We went about our daily tasks: training in the zero gravity to keep our muscle density up, checking the various experiments and recording the relevant data, we even got our normal messages from home.

Three days in, that’s when it happened.

I opened the blinking light of my notifications to find a message from the bank. And a message from the company that owned my mortgage.

My check had bounced.


My exclamation was so loud in the relative confines of the station that it drew half the crew.

They all just stared at me, waiting.

“The check bounced,” was all I could say.

It didn’t make sense. It was set to automatic withdrawal. My wife would have been sure to put enough money in the right account. This had to be a mistake.

“You fix when you land,” assured my hefty Russian colleague. “They won’t take astronaut’s house.”

My Russian friend was clearly unaware that in America the banks didn’t care who you were if you didn’t pay your mortgage.

But more than the stupid check and the status of my loan I couldn’t stop thinking about Patty. What had happened to my wife that our affairs were in such a state of disarray? Here I was eating food that had to be slurped out of a pouch, doing hours of physical labor just to maintain enough muscle mass not to be crushed by earth’s gravity on return to earth, doing important science that might change the future of humanity and what was she doing?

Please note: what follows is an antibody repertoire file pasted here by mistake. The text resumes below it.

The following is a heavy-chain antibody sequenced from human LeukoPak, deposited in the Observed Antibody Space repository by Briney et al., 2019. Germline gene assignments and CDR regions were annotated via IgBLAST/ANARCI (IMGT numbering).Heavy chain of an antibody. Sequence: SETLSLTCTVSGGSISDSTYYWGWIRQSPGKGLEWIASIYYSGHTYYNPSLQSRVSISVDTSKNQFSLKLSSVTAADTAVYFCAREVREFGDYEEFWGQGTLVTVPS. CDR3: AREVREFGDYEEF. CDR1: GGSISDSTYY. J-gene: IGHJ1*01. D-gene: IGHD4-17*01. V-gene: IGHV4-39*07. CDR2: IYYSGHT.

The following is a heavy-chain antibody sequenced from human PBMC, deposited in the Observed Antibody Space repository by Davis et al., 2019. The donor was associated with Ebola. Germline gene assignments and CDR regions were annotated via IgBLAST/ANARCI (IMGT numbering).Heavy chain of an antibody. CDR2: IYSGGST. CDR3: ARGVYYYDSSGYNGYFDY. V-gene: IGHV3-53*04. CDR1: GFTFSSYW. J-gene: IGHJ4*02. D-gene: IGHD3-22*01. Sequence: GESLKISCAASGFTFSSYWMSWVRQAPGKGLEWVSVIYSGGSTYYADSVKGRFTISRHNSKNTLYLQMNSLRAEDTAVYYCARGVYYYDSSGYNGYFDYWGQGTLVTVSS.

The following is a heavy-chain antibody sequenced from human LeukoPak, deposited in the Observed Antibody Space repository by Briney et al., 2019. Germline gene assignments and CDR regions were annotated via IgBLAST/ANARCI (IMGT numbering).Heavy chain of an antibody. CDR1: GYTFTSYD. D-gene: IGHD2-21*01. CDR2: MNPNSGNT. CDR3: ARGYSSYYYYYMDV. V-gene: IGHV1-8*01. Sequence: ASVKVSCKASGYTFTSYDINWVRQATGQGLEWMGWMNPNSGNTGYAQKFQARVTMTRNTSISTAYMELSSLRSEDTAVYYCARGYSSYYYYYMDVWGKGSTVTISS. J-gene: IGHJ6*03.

Not keeping track of the bills, that was for dang sure.

I could almost imagine that I saw our house imploding through the window as I stared down on entirely the wrong continent.

“I have to talk to her!” I said.

Everyone just shook their heads. The broadcast time was too unpredictable, too unstable. It had to be used only for necessary comms with mission control.

“So your wife ran away, big deal.” My Russian friend was trying to console me again. “I have lost three wives already. It is what you do when you are in space all the time.”